Toys R Us nostalgia may not be enough to fuel toy sales this holiday season

  • While Toys R Us' bankruptcy helped fuel sales growth in the toy industry in the first half of the year, it won't do much to move the needle in the second half.
  • Toy sales in July and August were down in the high-single digits, with September continuing that downward trend.
  • Retailers are hesitant to take on too much inventory in the fear that unsold toys will sit on shelves well into spring 2019.
Source: Walmart

Nostalgia over the loss of Toys R Us may have boosted toy sales in the beginning of the year, but it might not be enough to fuel holiday sales.

While there was renewed optimism about the state of the toy industry after a 7 percent jump in sales from January to June, UBS analyst Arpine Kocharyan is skeptical the trend will endure.

Kocharyan said that toy sales in July and August were down in the high-single digits, with September continuing that downward trend.

The slump so far in September could be a bad sign because parents often begin to stash away toys for the holidays, especially if they think an item could be a hot seller or if they are on a tight budget. It will be important to see if sales pick up in October.

Hasbro's Nerf division, one of its best performing brands, has fallen more than 30 percent year-over-year, as 20 percent of Nerf's toys were once sold in Toys R Us shops. Hasbro's "Star Wars" division also saw a drop off as it faced tough comparisons with last year's Force Friday merchandise push.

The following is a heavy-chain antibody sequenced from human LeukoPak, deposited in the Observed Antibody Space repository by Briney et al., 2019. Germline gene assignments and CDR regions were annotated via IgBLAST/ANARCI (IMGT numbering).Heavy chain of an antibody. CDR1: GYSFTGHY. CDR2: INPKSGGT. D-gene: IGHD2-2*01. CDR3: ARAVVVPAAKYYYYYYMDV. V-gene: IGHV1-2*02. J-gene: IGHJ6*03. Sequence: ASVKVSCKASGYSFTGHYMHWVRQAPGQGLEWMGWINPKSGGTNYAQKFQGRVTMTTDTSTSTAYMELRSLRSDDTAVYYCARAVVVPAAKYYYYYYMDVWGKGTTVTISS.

For Mattel, "Cars 3" toy sales slumped between 40 to 60 percent, a typical falloff in the year after a movie premiere. While sales of Barbie and Hot Wheels are doing better, the rest of Mattel's portfolio is down more than double-digits heading into the third quarter, Kocharyan said.

These toymakers have been trying to make up for the space they lost at Toys R Us by getting big box retailers to expand shelf-space for toys and by selling products to non-traditional stores like grocers and pharmacies.

Walmart is one retailer that said it is expanding its assortment of toys by 30 percent at all of its brick-and-mortar locations this holiday season. It will also be adding more physical space to its toy section in some locations using space allotted for seasonal goods, like back-to-school merchandise.

However, some retailers are hesitant to take on too much inventory in the fear that unsold toys will sit on shelves well into spring 2019. While specialty toy stores can afford to have extra goods post-Christmas, mass-market merchants can't.

Even Amazon could face some issues come December. Kocharyan said that while Amazon is expected to grab market share in the toy industry, it's still viewed as a place to find specific items, not to browse by brand or category.

Shares of Hasbro are up more than 17 percent since January, while Mattel's stock is up about 8 percent.